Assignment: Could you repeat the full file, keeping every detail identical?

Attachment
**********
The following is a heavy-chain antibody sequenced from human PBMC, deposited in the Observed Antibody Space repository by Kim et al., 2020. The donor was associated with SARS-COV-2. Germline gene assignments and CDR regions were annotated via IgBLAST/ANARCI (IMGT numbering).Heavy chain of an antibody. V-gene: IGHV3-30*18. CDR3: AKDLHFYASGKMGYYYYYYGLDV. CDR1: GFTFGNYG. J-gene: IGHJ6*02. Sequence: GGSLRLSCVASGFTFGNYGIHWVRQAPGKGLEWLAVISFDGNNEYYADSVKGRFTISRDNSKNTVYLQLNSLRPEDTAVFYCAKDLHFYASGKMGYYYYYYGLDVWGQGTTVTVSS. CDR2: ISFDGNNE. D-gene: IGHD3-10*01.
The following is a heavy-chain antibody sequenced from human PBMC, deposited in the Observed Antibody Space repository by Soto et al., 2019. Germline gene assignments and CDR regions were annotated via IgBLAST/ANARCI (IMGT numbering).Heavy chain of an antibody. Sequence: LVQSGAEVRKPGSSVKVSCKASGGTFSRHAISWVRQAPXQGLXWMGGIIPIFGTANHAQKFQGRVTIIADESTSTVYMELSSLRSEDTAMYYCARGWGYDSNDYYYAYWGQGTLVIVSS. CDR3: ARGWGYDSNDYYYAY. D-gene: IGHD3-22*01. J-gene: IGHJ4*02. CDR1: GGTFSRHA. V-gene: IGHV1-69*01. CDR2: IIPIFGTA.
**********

The following is a heavy-chain antibody sequenced from human PBMC, deposited in the Observed Antibody Space repository by Kim et al., 2020. The donor was associated with SARS-COV-2. Germline gene assignments and CDR regions were annotated via IgBLAST/ANARCI (IMGT numbering).Heavy chain of an antibody. V-gene: IGHV3-30*18. CDR3: AKDLHFYASGKMGYYYYYYGLDV. CDR1: GFTFGNYG. J-gene: IGHJ6*02. Sequence: GGSLRLSCVASGFTFGNYGIHWVRQAPGKGLEWLAVISFDGNNEYYADSVKGRFTISRDNSKNTVYLQLNSLRPEDTAVFYCAKDLHFYASGKMGYYYYYYGLDVWGQGTTVTVSS. CDR2: ISFDGNNE. D-gene: IGHD3-10*01.
The following is a heavy-chain antibody sequenced from human PBMC, deposited in the Observed Antibody Space repository by Soto et al., 2019. Germline gene assignments and CDR regions were annotated via IgBLAST/ANARCI (IMGT numbering).Heavy chain of an antibody. Sequence: LVQSGAEVRKPGSSVKVSCKASGGTFSRHAISWVRQAPXQGLXWMGGIIPIFGTANHAQKFQGRVTIIADESTSTVYMELSSLRSEDTAMYYCARGWGYDSNDYYYAYWGQGTLVIVSS. CDR3: ARGWGYDSNDYYYAY. D-gene: IGHD3-22*01. J-gene: IGHJ4*02. CDR1: GGTFSRHA. V-gene: IGHV1-69*01. CDR2: IIPIFGTA.